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Maybe Education Cuts Wouldn’t Be so Bad

Neal McCluskey

With the release of today’s “skinny budget” we are likely to hear the usual coverage: “Good-Sounding Program X is being cut by Y million dollars. ‘These cuts will be devastating,’ said someone who gets money through X.’”

Cuts to education programs, which instinctively sound awful because education is generally a good thing, are especially susceptible to this.

But focusing on the immediate recipients of the money, and maybe the good intentions behind the programs, is a terrible way to approach government spending. It ignores that resources are finite, and every government use competes with other uses that may be equally good or better, including what taxpayers may have spent the money on had they been able to keep it.

School choice works, but the danger of federalized choice is huge.

Unfortunately, it is impossible to show someone not spending money on a new car, or investing in a new business, because the dough has gone to an after-school program, or a college Work Study job. So news reports basically ignore opportunity costs.

That problem now off my chest, let’s look at a few of the education items in the Trump administration’s thin proposal:

$250 million for a new private school voucher program, $168 million more for charter schools

School choice works, but the danger of federalized choice is huge. It threatens to homogenize private schools through regulation, and a federal effort could eventually grow large enough to crowd out state programs, killing the competition and innovation that comes through state — “laboratories of democracy” — policymaking. Like almost all federal education meddling, it also would be unconstitutional: the Constitution gives Washington no power to govern or fund education, including school choice.

Eliminate the 21st Century Community Learning Centers

This $1.2 billion program, which supplies funds for before- and after-school programs as well as summer programming, cries out for elimination. Not only is it unconstitutional and in no way something states could not do on their own, but federal evaluations have found that it may have negative effects. As I have discussed before, a 2005 evaluation stated:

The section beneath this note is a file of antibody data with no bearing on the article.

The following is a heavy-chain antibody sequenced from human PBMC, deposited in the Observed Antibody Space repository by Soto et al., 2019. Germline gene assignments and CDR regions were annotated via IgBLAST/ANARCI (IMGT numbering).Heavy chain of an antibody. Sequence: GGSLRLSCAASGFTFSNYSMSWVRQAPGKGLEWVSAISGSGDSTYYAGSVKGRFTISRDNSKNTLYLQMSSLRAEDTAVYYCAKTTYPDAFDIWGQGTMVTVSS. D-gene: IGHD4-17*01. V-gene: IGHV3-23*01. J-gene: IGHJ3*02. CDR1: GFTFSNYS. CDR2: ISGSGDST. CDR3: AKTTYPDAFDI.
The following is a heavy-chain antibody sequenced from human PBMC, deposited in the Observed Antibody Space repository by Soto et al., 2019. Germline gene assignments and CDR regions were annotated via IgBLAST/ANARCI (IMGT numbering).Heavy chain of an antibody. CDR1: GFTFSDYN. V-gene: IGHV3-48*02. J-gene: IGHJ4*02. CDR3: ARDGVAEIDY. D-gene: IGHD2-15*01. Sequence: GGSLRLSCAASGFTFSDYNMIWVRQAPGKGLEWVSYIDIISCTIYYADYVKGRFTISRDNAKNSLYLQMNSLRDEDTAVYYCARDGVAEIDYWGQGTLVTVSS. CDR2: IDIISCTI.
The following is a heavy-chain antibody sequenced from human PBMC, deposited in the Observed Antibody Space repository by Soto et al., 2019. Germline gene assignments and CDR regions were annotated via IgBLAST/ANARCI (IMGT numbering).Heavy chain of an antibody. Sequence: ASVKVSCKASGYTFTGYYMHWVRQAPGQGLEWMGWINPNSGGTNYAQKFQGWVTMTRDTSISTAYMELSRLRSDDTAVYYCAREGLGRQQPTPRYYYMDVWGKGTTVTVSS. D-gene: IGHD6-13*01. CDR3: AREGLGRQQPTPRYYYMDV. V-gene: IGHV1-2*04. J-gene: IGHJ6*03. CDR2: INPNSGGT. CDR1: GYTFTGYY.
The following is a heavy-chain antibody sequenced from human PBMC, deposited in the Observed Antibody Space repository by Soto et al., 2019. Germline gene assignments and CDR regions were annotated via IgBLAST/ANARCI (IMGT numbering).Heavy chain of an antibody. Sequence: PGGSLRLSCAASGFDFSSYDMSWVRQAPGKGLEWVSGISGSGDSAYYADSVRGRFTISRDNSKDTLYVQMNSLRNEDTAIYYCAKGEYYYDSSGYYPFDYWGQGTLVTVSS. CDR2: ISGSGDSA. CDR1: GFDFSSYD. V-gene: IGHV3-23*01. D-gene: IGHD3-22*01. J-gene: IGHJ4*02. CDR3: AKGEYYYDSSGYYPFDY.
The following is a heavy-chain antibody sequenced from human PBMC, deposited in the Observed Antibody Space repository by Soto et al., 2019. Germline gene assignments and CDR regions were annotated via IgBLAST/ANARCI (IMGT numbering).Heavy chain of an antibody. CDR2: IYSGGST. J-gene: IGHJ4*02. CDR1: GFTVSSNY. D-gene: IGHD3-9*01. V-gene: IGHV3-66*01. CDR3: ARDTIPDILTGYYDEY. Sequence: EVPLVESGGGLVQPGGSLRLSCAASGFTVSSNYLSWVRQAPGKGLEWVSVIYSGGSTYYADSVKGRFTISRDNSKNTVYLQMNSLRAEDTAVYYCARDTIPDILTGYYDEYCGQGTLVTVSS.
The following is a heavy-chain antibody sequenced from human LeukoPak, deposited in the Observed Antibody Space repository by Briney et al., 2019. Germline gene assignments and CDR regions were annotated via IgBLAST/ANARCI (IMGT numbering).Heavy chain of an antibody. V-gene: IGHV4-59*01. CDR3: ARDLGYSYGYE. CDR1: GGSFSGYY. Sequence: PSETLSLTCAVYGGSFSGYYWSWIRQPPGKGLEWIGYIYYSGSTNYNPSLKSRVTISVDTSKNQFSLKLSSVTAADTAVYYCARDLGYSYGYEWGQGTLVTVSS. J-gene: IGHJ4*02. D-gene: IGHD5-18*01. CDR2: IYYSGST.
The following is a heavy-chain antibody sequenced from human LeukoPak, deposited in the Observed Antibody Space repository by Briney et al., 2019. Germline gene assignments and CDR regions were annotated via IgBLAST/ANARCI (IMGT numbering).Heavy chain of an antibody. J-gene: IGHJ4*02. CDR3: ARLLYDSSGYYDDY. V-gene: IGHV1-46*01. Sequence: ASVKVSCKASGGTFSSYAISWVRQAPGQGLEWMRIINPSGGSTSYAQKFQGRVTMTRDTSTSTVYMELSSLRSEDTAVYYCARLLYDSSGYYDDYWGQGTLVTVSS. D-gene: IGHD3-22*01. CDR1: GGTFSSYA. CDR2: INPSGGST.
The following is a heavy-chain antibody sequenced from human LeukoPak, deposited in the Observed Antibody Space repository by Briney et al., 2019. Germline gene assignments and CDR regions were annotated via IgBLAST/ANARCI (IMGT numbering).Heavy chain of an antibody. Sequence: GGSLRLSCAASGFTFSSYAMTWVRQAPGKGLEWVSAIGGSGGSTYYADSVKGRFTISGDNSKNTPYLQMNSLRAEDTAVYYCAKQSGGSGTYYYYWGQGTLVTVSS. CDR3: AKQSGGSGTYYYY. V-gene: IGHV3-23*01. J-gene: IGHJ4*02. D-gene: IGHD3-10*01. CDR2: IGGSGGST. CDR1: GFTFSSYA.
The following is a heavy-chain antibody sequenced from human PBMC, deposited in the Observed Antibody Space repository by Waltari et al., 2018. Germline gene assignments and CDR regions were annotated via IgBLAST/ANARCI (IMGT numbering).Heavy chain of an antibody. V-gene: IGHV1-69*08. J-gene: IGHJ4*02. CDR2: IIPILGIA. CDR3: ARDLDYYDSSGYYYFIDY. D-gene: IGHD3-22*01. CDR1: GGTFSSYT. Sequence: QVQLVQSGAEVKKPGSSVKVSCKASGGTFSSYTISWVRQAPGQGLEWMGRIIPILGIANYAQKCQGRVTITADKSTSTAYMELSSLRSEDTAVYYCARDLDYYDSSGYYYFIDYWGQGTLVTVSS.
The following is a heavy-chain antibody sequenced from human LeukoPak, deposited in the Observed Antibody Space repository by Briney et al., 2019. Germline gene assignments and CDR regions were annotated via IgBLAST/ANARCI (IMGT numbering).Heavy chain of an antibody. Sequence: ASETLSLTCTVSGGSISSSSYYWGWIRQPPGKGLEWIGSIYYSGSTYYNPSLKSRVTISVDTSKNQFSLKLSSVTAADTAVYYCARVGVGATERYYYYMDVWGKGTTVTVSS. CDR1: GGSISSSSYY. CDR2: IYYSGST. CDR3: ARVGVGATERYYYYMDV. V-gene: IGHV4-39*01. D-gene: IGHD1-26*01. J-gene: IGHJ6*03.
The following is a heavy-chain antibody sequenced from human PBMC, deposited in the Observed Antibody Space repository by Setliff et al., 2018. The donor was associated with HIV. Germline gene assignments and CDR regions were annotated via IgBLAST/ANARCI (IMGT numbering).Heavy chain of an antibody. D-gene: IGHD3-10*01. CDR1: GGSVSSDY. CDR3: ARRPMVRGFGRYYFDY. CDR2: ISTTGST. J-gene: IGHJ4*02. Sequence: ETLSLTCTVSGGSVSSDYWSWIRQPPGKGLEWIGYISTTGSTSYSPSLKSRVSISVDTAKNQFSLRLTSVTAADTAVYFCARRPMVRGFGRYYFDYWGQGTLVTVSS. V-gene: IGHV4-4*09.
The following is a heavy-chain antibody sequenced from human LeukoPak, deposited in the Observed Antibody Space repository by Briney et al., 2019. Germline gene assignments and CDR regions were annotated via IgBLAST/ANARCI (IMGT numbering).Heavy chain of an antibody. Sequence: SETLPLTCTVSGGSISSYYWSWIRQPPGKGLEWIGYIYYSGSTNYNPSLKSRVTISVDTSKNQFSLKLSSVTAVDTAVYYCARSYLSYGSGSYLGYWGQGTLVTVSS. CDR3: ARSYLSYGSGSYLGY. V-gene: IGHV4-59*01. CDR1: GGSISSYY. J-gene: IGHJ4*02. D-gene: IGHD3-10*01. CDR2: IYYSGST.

This study finds that elementary students who were randomly assigned to attend the 21st Century Community Learning Centers after-school program were more likely to feel safe after school, no more likely to have higher academic achievement, no less likely to be in self-care, more likely to engage in some negative behaviors, and experience mixed effects on developmental outcomes relative to students who were not randomly assigned to attend the centers.

Eliminate the Federal Supplemental Educational Opportunity Grant and reduce Work Study

Of course these programs — one provides grants to students, the other funding for student jobs — are unconstitutional, but they are also counterproductive. Like all federal student aid programs, they enable schools to boost prices or redirect other aid, and they incentivize students to think less intensely about whether they should go to college, what they study, and how quickly they finish.

They are not the main culprits — both are quite small relative to other student aid programs — but they are subsidies nonetheless, and starting with small programs is a good way to ease into the bigger cuts we need. It is also difficult to justify giving taxpayer money to students, even in exchange for some sort of work, when the average payoff of graduating from college is around $1 million. At the very least, shouldn’t beneficiaries of aid have to repay taxpayers? The feds offer loans, after all. (Of course, they should be eliminated, too.)

Trim TRIO Programs and GEAR UP

These programs are supposed to help low-income students prepare for, and access, college. Again, there is no constitutional authority for their existence, and states or civil society could handle the job. But the evidence on the programs’ effectiveness is also pretty poor. As I testified to the U.S. Commission on Civil Rights, recent official assessments have often used weak research methods, and better ones have found uninspiring effects.

The people who benefit directly from federal programs will no doubt be unhappy with threatened cuts affecting them, and they will likely be featured in news coverage. But for the country, many of these proposed cuts may well be good news.

Neal McCluskey is a contributor to the Washington Examiner’s Beltway Confidential blog. He is the director of the Cato Institute’s Center for Educational Freedom and maintains Cato’s Public Schooling Battle Map.